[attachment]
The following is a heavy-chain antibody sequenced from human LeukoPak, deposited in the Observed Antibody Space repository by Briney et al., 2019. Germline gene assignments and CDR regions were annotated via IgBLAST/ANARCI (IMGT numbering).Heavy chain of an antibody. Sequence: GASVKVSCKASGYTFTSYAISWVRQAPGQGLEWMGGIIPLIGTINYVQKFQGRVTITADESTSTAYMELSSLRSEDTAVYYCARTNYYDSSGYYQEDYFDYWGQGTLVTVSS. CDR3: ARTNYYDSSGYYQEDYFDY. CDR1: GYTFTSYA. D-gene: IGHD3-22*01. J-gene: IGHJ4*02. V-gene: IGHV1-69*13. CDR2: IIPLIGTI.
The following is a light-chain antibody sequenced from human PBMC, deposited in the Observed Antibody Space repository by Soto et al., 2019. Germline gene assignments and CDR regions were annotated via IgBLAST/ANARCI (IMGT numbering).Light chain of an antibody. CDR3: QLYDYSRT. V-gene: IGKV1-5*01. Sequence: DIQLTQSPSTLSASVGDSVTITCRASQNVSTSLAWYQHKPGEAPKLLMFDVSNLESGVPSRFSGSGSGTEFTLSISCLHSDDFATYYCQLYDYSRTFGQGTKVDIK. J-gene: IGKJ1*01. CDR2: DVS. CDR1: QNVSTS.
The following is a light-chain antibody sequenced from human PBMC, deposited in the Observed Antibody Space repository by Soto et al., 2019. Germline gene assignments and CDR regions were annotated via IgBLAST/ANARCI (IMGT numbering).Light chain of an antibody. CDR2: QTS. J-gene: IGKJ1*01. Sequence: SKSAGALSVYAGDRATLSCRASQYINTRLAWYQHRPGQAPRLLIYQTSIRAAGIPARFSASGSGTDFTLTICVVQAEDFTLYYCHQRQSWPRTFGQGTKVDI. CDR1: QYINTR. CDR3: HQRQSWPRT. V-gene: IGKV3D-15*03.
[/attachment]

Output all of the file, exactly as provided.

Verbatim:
The following is a heavy-chain antibody sequenced from human LeukoPak, deposited in the Observed Antibody Space repository by Briney et al., 2019. Germline gene assignments and CDR regions were annotated via IgBLAST/ANARCI (IMGT numbering).Heavy chain of an antibody. Sequence: GASVKVSCKASGYTFTSYAISWVRQAPGQGLEWMGGIIPLIGTINYVQKFQGRVTITADESTSTAYMELSSLRSEDTAVYYCARTNYYDSSGYYQEDYFDYWGQGTLVTVSS. CDR3: ARTNYYDSSGYYQEDYFDY. CDR1: GYTFTSYA. D-gene: IGHD3-22*01. J-gene: IGHJ4*02. V-gene: IGHV1-69*13. CDR2: IIPLIGTI.
The following is a light-chain antibody sequenced from human PBMC, deposited in the Observed Antibody Space repository by Soto et al., 2019. Germline gene assignments and CDR regions were annotated via IgBLAST/ANARCI (IMGT numbering).Light chain of an antibody. CDR3: QLYDYSRT. V-gene: IGKV1-5*01. Sequence: DIQLTQSPSTLSASVGDSVTITCRASQNVSTSLAWYQHKPGEAPKLLMFDVSNLESGVPSRFSGSGSGTEFTLSISCLHSDDFATYYCQLYDYSRTFGQGTKVDIK. J-gene: IGKJ1*01. CDR2: DVS. CDR1: QNVSTS.
The following is a light-chain antibody sequenced from human PBMC, deposited in the Observed Antibody Space repository by Soto et al., 2019. Germline gene assignments and CDR regions were annotated via IgBLAST/ANARCI (IMGT numbering).Light chain of an antibody. CDR2: QTS. J-gene: IGKJ1*01. Sequence: SKSAGALSVYAGDRATLSCRASQYINTRLAWYQHRPGQAPRLLIYQTSIRAAGIPARFSASGSGTDFTLTICVVQAEDFTLYYCHQRQSWPRTFGQGTKVDI. CDR1: QYINTR. CDR3: HQRQSWPRT. V-gene: IGKV3D-15*03.